The Danish Brigade in Sweden
The Danish Brigade in Sweden (Danish: Den Danske Brigade i Sverige) or in short, the Danish Brigade (Den Danske Brigade/DDB) (also referred to as Danforce) was a military unit made up of Danish refugees during World War 2. Trained and supplied by Sweden, the brigade was created to help liberate Denmark. Ultimately it was only deployed on the day of the German surrender in the country and was involved in very little fighting.
On 9 April 1940 Denmark was invaded by Nazi Germany and quickly surrendered. Most of the Danish Army followed the order to capitulate. Colonel Helge Bennike, the commander of the 4th Regiment based at Roskilde believed that the order to surrender had been forced on the government by the Germans and that Sweden had also been attacked. Instead of surrendering, Bennike and his unit boarded the ferry in Elsinore to Sweden and went into exile. After the misunderstanding was later cleared up, most Danish soldiers stayed in Sweden while others returned to Denmark.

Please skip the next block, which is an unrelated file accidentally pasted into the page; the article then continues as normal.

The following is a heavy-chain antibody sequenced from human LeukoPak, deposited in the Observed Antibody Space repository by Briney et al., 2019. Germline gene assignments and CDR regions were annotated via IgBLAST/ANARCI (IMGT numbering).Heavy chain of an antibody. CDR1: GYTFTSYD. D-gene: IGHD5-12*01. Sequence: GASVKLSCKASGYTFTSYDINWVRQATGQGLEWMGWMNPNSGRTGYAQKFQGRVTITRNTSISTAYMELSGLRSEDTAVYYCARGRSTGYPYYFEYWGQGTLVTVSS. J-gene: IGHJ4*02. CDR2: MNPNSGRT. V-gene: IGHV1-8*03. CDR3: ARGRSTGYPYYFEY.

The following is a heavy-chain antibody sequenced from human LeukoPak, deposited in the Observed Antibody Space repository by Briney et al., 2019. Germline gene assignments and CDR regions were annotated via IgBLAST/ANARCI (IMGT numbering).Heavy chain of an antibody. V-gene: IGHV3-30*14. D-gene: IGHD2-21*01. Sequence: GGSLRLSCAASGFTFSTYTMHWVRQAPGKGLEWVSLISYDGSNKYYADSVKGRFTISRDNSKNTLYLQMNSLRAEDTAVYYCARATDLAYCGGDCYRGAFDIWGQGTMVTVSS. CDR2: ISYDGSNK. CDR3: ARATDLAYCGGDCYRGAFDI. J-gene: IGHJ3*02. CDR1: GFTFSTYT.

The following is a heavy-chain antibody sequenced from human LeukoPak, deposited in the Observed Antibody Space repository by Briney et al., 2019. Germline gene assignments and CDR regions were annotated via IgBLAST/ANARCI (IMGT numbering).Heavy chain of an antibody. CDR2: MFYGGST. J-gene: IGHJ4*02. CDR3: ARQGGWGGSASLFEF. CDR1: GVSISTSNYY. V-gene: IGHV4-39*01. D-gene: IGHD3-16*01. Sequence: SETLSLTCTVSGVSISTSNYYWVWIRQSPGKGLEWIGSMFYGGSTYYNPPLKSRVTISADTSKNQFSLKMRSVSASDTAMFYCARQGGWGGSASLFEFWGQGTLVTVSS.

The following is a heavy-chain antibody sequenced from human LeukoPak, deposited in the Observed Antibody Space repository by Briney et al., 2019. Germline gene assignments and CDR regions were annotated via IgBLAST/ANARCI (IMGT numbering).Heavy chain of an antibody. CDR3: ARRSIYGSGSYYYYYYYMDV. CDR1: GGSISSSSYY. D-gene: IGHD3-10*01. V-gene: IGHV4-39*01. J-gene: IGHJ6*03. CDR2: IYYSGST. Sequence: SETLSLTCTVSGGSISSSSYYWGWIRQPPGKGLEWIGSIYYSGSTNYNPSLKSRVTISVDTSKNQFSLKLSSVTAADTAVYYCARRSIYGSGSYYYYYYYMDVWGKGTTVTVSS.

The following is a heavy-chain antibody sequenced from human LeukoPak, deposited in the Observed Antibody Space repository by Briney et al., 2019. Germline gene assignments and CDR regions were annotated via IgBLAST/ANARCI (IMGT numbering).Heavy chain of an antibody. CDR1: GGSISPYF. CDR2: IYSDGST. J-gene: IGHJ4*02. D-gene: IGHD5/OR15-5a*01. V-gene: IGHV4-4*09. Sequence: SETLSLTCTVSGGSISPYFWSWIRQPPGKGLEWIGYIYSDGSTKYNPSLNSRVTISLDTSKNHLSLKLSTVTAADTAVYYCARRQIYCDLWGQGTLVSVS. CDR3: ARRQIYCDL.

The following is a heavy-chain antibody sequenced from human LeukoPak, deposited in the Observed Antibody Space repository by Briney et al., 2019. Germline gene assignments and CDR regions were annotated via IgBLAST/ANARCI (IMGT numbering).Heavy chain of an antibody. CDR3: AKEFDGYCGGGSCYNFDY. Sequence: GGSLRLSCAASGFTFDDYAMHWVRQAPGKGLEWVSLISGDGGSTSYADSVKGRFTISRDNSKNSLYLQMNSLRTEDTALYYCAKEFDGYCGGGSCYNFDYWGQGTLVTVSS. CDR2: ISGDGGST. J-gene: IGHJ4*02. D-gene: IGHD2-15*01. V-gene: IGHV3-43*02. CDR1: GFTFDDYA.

Following the transit of German troops through Sweden, Prime Minister Per Albin Hansson pushed for the training and equipping of 7,500 Danish “police troops.” This was met with opposition in his cabinet, but a plan was eventually agreed upon in December 1943.
The Swedish government loaned 25 million kroner to the Danish legation to fund the training and arming of the Brigade. Enrollment was on a voluntary basis. The Danish soldiers from Roskilde formed the nucleus of the new force. Around 750 Jews who had escape occupied Denmark enlisted. The Danish soldiers were among other weapons equipped with the Swedish Mauser M/96 long rifles and bayonets.
In the fall of 1944 the Swedish Air Force oversaw the training of Danish pilots at Såtenäs, who were subsequently organized into a squadron equipped with SAAB 17 bomber-reconnaissance aircraft.
The Danish Flotilla
The Danish Flotilla (Danish: Den Danske Flotille) was formed with ships primarily of the Danish Royal Navy that had escaped to Sweden.
Liberation of Denmark
The Swedish government delayed the deployment of the Brigade to Denmark so as to not complicate the surrender of German forces there. Most of the German occupation force surrendered without incident to Allied troops on 5 May 1945. However, three Danish soldiers were killed in a firefight as they marched into Copenhagen.
Most of the officers of the Brigade were influenced by the Swedish military doctrine (based on German strategy) which they learned during their exile and carried their knowledge into the restructured Danish Army following the war. On the anniversary of Operation Safari in 1947, veterans of the Brigade erected a monument to the three soldiers killed during liberation near the Provincial Archive of Zealand in Copenhagen.